The World's Nukes Are Still Vulnerable

Honor guard meets plane i

Honor guards at Andrews Air Force Base met the planes of dozens of heads of state, arriving in Washington for the Nuclear Security Summit on Monday. Brendan Smialowski/Getty Images hide caption

itoggle caption Brendan Smialowski/Getty Images
Honor guard meets plane

Honor guards at Andrews Air Force Base met the planes of dozens of heads of state, arriving in Washington for the Nuclear Security Summit on Monday.

Brendan Smialowski/Getty Images

World leaders are gathered in Washington to discuss how to protect nuclear materials from falling into the hands of terrorists. But what are these materials — and what's involved in keeping them safe?

One frightening thing about material that could be used to make a nuclear weapon is that there's so much of it: 500 tons of plutonium and 1,600 tons of highly enriched uranium around the world — enough to make 120,000 nuclear bombs. Another is that it's so widely dispersed, not just at nuclear weapons sites but at civilian reactors that generate electricity and produce isotopes for medical treatments.

The danger that terrorists could obtain such material is quite real. According to a new report from the Nuclear Threat Initiative, or NTI, there have been "18 documented cases of theft or loss of plutonium or highly enriched uranium," as well as many incidents that pointed out security failures at key storage sites.

The report cites Pakistan and Russia as the areas where the risk of losing nuclear material remains greatest: Pakistan, because its "small and heavily guarded" stockpile is vulnerable to theft by insiders and attack from terrorists; and Russia, because its large and widespread stockpile still has security weaknesses.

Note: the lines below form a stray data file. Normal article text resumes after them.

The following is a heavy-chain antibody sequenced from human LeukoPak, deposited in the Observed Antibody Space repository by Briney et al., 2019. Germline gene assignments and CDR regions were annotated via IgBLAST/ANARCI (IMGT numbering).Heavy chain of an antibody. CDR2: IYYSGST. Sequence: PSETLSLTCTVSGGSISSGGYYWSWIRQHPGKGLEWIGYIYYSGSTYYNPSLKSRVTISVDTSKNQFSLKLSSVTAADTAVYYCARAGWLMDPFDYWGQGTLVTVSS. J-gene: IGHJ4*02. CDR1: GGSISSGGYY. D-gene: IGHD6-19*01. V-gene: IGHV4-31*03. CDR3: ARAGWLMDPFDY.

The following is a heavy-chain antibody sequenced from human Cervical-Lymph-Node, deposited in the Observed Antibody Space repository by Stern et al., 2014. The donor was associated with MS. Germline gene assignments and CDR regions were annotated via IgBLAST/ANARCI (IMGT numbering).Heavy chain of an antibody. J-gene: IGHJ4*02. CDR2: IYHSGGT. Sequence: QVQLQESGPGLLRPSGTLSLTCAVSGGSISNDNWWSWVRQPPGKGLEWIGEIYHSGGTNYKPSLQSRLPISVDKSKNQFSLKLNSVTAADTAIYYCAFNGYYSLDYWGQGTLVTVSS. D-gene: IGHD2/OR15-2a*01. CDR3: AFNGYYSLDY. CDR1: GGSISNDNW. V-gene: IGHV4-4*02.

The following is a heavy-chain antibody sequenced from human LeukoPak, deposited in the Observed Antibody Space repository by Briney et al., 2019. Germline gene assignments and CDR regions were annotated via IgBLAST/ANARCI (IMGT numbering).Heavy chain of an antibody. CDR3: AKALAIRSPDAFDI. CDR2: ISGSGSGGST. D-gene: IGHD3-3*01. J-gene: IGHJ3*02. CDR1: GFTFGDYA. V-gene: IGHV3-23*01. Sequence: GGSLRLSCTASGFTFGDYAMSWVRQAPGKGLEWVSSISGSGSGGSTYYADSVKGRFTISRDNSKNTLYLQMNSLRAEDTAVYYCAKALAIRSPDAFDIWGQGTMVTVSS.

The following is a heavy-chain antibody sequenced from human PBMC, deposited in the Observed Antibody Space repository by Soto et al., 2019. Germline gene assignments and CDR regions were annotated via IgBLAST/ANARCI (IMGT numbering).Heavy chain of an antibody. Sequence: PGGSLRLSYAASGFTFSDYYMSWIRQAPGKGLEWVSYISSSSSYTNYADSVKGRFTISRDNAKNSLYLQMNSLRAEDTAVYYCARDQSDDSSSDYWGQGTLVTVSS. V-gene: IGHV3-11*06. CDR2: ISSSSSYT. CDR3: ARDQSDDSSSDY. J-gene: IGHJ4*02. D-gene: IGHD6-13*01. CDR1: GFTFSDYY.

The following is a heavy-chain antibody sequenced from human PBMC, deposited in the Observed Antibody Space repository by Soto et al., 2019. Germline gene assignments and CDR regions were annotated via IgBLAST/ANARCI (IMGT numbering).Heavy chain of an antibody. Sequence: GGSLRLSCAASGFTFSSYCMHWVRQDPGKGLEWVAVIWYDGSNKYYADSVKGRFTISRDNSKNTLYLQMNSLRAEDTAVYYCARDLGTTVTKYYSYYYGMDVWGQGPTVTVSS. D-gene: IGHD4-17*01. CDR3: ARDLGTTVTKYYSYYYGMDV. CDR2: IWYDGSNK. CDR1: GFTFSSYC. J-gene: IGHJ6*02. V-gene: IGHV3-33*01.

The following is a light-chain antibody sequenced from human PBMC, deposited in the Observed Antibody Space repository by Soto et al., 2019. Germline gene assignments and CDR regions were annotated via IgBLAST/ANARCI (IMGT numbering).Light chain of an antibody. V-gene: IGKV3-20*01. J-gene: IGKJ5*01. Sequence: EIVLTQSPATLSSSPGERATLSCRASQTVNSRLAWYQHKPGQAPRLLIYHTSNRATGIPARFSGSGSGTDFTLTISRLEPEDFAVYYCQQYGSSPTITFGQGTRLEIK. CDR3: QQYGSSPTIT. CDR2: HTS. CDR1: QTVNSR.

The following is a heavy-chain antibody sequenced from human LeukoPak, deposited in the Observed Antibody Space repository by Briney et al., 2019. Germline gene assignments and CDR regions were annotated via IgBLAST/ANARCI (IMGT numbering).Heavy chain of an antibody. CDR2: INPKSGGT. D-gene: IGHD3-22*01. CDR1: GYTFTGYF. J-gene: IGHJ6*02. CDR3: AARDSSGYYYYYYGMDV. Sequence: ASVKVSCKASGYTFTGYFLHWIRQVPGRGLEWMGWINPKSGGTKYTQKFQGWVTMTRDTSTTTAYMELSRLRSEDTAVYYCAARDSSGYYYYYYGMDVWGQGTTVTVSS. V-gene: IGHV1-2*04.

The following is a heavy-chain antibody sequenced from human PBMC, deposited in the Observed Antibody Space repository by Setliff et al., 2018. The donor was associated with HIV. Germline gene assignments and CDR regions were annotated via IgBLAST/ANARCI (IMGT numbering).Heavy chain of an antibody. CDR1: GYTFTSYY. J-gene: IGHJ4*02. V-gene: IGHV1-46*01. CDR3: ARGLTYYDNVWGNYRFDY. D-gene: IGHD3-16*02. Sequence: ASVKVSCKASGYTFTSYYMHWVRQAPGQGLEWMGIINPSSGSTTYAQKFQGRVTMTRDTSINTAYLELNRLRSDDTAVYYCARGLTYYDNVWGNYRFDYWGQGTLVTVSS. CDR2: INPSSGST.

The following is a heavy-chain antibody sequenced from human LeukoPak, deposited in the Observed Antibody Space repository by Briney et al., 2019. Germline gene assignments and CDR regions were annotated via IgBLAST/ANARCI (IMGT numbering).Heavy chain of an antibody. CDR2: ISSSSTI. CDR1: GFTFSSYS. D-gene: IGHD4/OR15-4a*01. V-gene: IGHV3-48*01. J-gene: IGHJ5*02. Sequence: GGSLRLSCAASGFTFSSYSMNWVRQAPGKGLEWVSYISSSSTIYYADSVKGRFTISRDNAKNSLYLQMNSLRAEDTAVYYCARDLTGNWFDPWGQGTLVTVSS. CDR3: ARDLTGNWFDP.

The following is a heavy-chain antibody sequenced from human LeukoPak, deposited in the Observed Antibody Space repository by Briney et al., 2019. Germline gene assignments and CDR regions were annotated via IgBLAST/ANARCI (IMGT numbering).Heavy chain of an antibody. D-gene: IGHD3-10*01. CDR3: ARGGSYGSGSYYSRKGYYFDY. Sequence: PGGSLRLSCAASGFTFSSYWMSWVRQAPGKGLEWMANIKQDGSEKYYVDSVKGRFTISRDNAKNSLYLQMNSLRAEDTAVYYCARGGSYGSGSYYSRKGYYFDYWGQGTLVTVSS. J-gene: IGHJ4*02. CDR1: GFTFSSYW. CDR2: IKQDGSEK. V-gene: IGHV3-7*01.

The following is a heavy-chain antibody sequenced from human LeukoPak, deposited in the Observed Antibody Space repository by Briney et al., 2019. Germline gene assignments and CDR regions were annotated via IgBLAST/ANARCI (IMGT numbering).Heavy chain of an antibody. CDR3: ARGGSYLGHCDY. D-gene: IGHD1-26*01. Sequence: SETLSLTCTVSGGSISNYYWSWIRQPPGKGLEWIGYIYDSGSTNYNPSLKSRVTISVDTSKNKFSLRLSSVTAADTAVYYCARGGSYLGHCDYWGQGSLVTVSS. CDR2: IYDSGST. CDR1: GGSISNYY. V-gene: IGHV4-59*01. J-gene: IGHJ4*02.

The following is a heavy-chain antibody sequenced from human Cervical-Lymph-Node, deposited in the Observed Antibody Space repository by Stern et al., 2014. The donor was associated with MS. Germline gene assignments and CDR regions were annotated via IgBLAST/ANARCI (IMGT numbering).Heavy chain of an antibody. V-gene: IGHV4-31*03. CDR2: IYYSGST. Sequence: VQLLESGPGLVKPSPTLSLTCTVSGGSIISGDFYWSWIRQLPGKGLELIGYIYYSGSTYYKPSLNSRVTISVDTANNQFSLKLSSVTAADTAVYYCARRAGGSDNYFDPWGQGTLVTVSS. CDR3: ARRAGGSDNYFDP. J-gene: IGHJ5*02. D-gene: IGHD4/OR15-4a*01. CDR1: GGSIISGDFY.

Weapons Aren't The Only Worry

Nuclear expert George Perkovich says nuclear weapons sites are — in some ways — less of a worry than civilian facilities because there are relatively few weapons plants and storage areas, and they're generally well known.

Perkovich is the head of the Nonproliferation Program at the Carnegie Endowment for International Peace. "The focus of the summit is really more on fissile materials, plutonium and highly enriched uranium," he says. "The idea is to get heads of state to focus on what's on their own territory and whether it's secured to the state of the art."

Those fissile materials include the waste produced by civilian nuclear power plants and nuclear reactors aboard naval vessels.

William Tobey, a nuclear nonproliferation expert at Harvard's Belfer Center, points out that 10 countries are known to have substantial amounts of nuclear material on hand, while about 20 others have enough to make at least one weapon.

The state of the art for securing those materials varies from country to country, but Tobey says it includes perimeter security for nuclear sites, "the guns, guards and gates part," and accountability systems for making sure that what's in a nuclear stockpile stays in the stockpile.

Profiling The Guards

A third element is careful screening of the people who are in charge of securing the material.

"You need background checks to make sure that the people inside the security area aren't susceptible to bribery or terrorist sympathies," Tobey says.

The NTI report recommends that governments, such as Russia, that are securing nuclear sites and materials must reduce the size of their nuclear complexes to levels they can afford to maintain. It says they should also see to it that scientists, workers and guards are adequately paid, fed and housed.

Despite the size of the nuclear materials problems, Tobey stresses that it's not overwhelming.

"It's a significant threat," he says, "but we are safer than we were 10 years ago, because an enormous amount of progress has been made."

The NTI report notes that the U.S. has helped remove all the highly enriched uranium from nearly 50 sites around the world, and that 19 countries have now removed "all weapons-usable nuclear material from their soil."

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